Recent studies show that subtle cues of observation affect cooperation even when anonymity is explicitly assured. For instance, recent studies have shown that the presence of eyes increases cooperation on social economic tasks. Here we tested the effects of cues of observation on trusting behavior in a two-player trust game and the extent to which these effects are qualified by participants' own attractiveness. Although explicit cues of being observed (i.e. when participants were informed that the other player would see their face) tended to increase trusting behavior, this effect was qualified by the participants' other-rated attractiveness (estimated from third-party ratings of face photographs). Participants’ own physical attractiveness was positively correlated with the extent to which they trusted others more when they believed they could be seen than when they believed they could not be seen was. This interaction between cues of observation and own attractiveness suggests context-dependence of trusting behavior that is sensitive to whether and how others react to one’s physical appearance.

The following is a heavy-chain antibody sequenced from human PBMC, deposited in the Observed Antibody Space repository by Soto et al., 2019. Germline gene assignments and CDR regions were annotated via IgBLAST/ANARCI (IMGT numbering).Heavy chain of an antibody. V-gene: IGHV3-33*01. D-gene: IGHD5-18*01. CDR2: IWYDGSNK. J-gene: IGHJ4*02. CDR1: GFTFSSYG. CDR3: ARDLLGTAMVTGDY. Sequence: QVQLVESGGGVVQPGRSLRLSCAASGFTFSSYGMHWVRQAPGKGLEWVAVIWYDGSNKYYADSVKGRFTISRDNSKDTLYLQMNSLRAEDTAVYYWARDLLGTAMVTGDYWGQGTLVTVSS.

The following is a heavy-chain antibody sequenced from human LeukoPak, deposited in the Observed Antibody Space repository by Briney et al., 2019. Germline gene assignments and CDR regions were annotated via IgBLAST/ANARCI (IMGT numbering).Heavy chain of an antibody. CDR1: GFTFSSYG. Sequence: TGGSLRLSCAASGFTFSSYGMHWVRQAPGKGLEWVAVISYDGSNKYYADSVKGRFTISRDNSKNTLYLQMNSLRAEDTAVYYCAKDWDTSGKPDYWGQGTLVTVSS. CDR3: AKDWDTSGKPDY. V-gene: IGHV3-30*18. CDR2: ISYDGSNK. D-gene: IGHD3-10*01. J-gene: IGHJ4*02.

Disclaimer: The information found and the views expressed in these homepages are not the responsibility of the University of Glasgow nor do they reflect institutional policy.